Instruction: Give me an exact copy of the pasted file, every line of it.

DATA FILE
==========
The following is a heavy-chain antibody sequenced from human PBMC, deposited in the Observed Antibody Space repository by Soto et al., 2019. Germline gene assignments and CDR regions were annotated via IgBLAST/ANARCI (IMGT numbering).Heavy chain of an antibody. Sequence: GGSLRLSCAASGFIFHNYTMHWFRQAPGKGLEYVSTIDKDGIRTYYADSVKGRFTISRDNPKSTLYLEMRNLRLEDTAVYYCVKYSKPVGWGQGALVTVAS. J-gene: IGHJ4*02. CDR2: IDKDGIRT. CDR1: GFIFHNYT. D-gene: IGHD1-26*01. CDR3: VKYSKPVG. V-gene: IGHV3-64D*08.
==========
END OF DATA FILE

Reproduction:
The following is a heavy-chain antibody sequenced from human PBMC, deposited in the Observed Antibody Space repository by Soto et al., 2019. Germline gene assignments and CDR regions were annotated via IgBLAST/ANARCI (IMGT numbering).Heavy chain of an antibody. Sequence: GGSLRLSCAASGFIFHNYTMHWFRQAPGKGLEYVSTIDKDGIRTYYADSVKGRFTISRDNPKSTLYLEMRNLRLEDTAVYYCVKYSKPVGWGQGALVTVAS. J-gene: IGHJ4*02. CDR2: IDKDGIRT. CDR1: GFIFHNYT. D-gene: IGHD1-26*01. CDR3: VKYSKPVG. V-gene: IGHV3-64D*08.